Below is a summary of the Constant Voltage dimmers offered by Artistic Licence:
Rail-Pipe HC is a high current DMX dimmer for 2 x RGB circuits (6 channel).
- Voltage: 12-24V.
- Current Max: 20A per product, 10A per RGB circuit
- Control: DMX512 / RDM
- Form: DIN Rail
Art-Pipe is an 8 x RGB circuits (24 channel) dimmer with network control.
- Voltage: 12-24V.
- Current Max: 10A per product, 2A per RGB circuit. (Note that RGB circuit current is limited by maximum, so if all channels are equally loaded, the limit per RGB circuit is 1.25A
- Control: Art-Net
- Form: DIN Rail
Numerous Artistic Licence software products run in administrator mode. By default, Windows does not share mapped drives across user accounts. The following registry key will override this behaviour:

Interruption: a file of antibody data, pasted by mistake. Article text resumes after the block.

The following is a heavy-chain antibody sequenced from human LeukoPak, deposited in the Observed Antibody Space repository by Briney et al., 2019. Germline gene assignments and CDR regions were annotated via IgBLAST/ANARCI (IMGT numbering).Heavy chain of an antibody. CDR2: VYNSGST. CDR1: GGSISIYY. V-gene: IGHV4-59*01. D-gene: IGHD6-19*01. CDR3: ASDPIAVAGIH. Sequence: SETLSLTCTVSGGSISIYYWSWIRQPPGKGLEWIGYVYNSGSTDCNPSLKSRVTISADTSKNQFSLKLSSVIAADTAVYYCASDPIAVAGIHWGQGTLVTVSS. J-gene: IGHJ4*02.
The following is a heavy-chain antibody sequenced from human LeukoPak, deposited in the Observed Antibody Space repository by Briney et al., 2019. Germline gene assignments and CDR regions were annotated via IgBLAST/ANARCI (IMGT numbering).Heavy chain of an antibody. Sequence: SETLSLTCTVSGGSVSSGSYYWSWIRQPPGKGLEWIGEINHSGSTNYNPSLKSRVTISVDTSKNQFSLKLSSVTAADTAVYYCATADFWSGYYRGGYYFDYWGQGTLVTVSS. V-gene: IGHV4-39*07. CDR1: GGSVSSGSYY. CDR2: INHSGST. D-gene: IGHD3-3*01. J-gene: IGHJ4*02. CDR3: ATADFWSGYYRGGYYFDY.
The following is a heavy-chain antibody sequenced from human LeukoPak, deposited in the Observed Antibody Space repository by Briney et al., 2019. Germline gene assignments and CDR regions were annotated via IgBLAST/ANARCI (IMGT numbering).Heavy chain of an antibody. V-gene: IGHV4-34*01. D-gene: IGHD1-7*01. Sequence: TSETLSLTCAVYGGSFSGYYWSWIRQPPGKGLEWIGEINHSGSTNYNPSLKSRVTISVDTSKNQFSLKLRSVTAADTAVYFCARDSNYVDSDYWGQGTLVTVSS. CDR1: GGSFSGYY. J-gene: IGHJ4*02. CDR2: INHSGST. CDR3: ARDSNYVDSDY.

HKEY_LOCAL_MACHINE\SOFTWARE\Microsoft\Windows\CurrentVersion\Policies\System EnableLinkedConnections =(dword)1
Manufacturer-specific PIDs are used to provide manufacturers with a mechanism to implement RDM commands that are not available in the standard RDM command set. The RDM standard says:
“Manufacturer-specific PID‘s shall be created in the range of 0x8000 – 0xFFDF. Uniqueness of PID‘s in this range is accomplished by associating the PID with the Manufacturer ID found as the most significant 16-bits of the UID. PID‘s in the range of 0xFFE0 – 0xFFFF are reserved for future uses of this standard.”
There are generally two categories of use:
1) To implement additional functionality that will be available to all.
2) To implement manufacturing specific commands that will be closed to all but the manufacturer.